US 4724813 A
A control decreases dilution (EGR) in an internal combustion engine from a schedule if surge is detected and allows it to return to the schedule in the absence of surge. Surge is detected by timing a predetermined crank angle of 70-10 degrees BTDC, an angle including only crank deceleration, for consecutive engine firings, updating an average time therewith and computing the difference between the new time and the average. The successive differences are examined for zero crossings and compared to a stored maximum difference. If difference exceeds the maximum it becomes the new maximum difference. If a zero crossing is detected, the time since the last zero crossing is calculated to determine if the difference variations have a frequency of 2-10 Hz. If so, and the maximum difference exceeds a reference, a surge signal is generated.
1. A dilution control for an internal combustion engine having a plurality of combustion chambers in which fuel charges are ignited in a predetermined order, a rotating crankshaft and a dilution control mechanism controllable to vary the dilution gas content of the fuel charge according to a predetermined schedule, comprising in combination:
first means effective to detect the time duration of a constant predetermined crankshaft rotational angle during the period of crankshaft deceleration before top dead center (BTDC) for each consecutively ignited combustion chamber;
second means effective to update an average time duration with selected periodic time durations detected by the first means;
third means effective to compute the difference between selected periodic time durations detected by the first means and the average time duration;
fourth means effective to detect zero crossings of successive differences as computed by the third means and derive therefrom the period and therefore the frequency of said zero crossings;
fifth means effective to compute and store each new maximum value of the difference as computed by the third means between zero crossings as detected by the fourth means and thereby detect the maximum value of the differences between said zero crossings;
sixth means effective, for selected periodic zero crossings, to generate a surge signal if the period of said zero crossing as derived by the fourth means corresponds to a predetermined frequency range of substantially 2 to 10 Hz and if the maximum difference as detected by the fifth means is greater than a predetermined reference; and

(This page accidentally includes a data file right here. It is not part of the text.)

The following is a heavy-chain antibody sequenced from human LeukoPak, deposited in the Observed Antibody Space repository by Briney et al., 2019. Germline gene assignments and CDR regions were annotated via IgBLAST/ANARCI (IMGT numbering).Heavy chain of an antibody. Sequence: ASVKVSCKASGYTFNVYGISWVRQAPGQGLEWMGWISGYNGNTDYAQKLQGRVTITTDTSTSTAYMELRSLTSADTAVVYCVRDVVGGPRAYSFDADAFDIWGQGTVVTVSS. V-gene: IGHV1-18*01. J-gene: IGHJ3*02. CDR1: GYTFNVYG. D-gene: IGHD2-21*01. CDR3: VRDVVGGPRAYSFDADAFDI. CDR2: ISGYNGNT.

seventh means effective to decrease dilution from the predetermined schedule in response to said surge signal and allow dilution to return to the predetermined schedule in the absence of the surge signal.
2. The dilution control of claim 1 in which the constant predetermined crankshaft rotational angle of the first means is substantially from 70 to 10 degrees BTDC.
This invention relates to dilution control of internal combustion engines subject to driveability problems associated with surge.
Surge is an engine roughness which is detectable by the vehicle operator and passengers and is associated with periodic engine rotational speed variations in a frequency range of substantially 2-10 Hz. The phenomenon is well known and has been described in the prior art.
There is a great deal of prior art showing engine roughness detectors, some of which deals particularly with the detection of surge as defined above. However, most of the prior art in this area dates from the era before the common use of microcomputers in engine control; and the roughness detectors shown are hard wired electronic circuits. With the advent of microcomputer engine control, these circuits and the processes embodied therein are no longer optimal.
The dilution control of this invention uses a surge sensing technique that is particularly well adapted to microcomputer control of an internal combustion engine. It may be added inexpensively to many existing microcomputer controls as a small additional block of program code with no new sensors or actuators. It also more accurately detects surge than most prior art apparatus or methods.
The dilution control of this invention detects the time duration of a constant predetermined crankshaft rotational angle during the period of crankshaft deceleration before top dead center (BTDC) for each consecutively ignited combustion chamber. By timing crankshaft rotation only during the specified crank angle during crankshaft deceleration for each fired combustion chamber, a great deal of extraneous "noise" information is suppressed, particularly a component at twice the firing frequency that otherwise would dominate the signal.